Covering (but not limited to) all of my thoughts on the PC gaming scene.
Published on September 10, 2008 By Phazon88 In Personal Computing

If there is one skill I have that I take for granted, it is the level of computer literacy I have. I was exposed to computers at an early age, and quickly learnt as much as I could at that age. Having to type various commands in DOS at to get a game booted up was probably one of the encouraging factors back then.

Nowadays I find my computer skills indispensable. While most people's knowledge just extend to the extent of being able to use a word processor or send a email, mine goes further. I know how the system works, and this makes it infinitely easier when it comes to troubleshooting issues that arise. Not only that but it just makes the purchasing and setting up of personal computers that much simplier.

A most recent example would be with my new rig. It was custom built from the ground up, with every part having be specifically chosen for a good reason. The case was selected because of not only its style, but because it had excellent cooling fan positioning (including a front-mounted dust filter) and was large enough to hold everything. The motherboard selected had the right chipset I was after that would provide maximum compatibility and performance with the other components it had to work with. The video card selected had to have a dual-slot cooling solution so I didn't have to face overheating issues (as it gets hot in Australia at times) and so on.

Even with all the right parts chosen, the user will still find various anomalies that can arise with the near infinite rig configurations they can be used in. In my case, there was 2 major issues that had to be addressed. The first was a motherboard design flaw, that caused the PC to freeze up at the BIOS screen on a cold boot. After some googling I found that this was due to a faulty design on one of the fan ports on the motherboard, so simply not using the port and using another instead fixed that problem easily enough.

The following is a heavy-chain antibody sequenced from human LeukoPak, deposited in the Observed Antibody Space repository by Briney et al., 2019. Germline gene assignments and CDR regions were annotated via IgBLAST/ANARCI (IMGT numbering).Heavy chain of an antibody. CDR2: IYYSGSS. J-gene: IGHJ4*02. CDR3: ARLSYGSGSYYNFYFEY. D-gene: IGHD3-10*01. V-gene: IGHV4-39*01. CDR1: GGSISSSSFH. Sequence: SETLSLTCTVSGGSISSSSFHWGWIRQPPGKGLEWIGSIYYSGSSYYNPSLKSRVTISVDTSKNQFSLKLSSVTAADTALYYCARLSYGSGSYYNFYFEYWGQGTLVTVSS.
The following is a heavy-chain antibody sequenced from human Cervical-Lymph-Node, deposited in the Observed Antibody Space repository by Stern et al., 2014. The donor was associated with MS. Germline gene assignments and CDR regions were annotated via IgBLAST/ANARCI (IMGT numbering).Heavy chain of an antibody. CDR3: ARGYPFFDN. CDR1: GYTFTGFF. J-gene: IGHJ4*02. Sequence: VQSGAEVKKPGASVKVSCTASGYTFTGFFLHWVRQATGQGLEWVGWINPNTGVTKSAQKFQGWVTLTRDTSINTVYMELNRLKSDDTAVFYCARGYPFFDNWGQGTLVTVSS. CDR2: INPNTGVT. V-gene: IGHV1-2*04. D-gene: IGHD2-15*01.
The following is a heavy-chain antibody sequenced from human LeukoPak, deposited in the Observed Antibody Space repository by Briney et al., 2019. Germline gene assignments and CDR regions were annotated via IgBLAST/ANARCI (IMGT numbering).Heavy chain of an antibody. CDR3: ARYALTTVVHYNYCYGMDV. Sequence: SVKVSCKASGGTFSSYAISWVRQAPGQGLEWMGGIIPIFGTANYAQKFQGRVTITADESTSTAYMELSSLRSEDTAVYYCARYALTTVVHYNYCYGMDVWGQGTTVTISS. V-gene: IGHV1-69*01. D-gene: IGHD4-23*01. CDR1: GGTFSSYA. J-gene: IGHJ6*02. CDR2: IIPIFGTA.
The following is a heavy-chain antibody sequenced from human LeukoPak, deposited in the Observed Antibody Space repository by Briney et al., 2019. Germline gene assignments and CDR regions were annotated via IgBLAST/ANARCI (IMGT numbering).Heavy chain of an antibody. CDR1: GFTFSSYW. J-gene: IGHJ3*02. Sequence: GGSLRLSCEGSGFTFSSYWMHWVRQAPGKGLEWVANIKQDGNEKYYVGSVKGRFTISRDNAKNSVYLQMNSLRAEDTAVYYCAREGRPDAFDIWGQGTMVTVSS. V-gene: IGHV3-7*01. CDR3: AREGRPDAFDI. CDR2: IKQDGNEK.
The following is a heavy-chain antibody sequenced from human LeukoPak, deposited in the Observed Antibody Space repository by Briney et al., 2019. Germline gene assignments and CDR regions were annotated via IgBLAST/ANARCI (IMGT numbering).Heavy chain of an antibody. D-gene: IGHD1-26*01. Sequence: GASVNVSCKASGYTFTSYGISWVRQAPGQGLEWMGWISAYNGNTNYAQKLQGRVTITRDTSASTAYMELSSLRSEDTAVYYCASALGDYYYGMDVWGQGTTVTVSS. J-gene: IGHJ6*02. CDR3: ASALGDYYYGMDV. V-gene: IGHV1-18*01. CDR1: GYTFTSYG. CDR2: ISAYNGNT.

Problem number 2 was much more significant and it was only until recently I discovered a fix. My ATI Radeon HD3850 was the cause of a number of seemly random freezes that strangely only occured when I was at the Windows XP desktop (particularly web browsing). This problem only revealed itself to me after months of research, I finally found the problem mentioned on an obsure tech forum and someone was kind enough to post a fix. Apparently with certain configurations the card's PowerPlay feature (power conservation) could cause system lock-ups, because it was constantly changing the card's clock speeds and voltage on very insignificant desktop actions. The solution was to simply overclock the card so it would permanently remain at stock speeds regardless of the activity load. While this left the card a little hotter than normal, I knew it was well below its operational limits and the solution so far has worked perfectly (until ATI get off their butts and fix it anyway).

I've fixed many other PC problems in the past, and I don't know what I would do if I didn't have my level of knowledge of PCs that I have. I would estimate I've saved myself and the family numerous trips to a PC shop, because I've always ended up fixing the problems at home myself.

 

If there's one skill I'll be drumming into my kids when I have them, it'll be making them computer literate. That and learning how to swim.


Comments (Page 1)
on Sep 10, 2008

Yup, always solved my own pc problems. Never sent anything to the pc shop basically because i know they will probably do mare damage than good. Always built my own PC`s. The oly PC i couldnt fix was my previous one which got smothered in ribena juice I blame the antec p182 for that though. Having a fan on top which allowed all of the juice to pour into it andmurder my components. O well, got a much better setup now so its all good. Was looking for a reason to upgrade anyway

on Sep 10, 2008

Yeah I kinda don't put drinks ontop of my PC, thats just asking for something to happen.

on Sep 10, 2008

i'm quite computer literate, and in my few years of working with computers, i've encounted quite a few tricky situations. From having a case with a small magnet mess up my bootloader to 17 viruses at one time. (my uncles usb is evil!).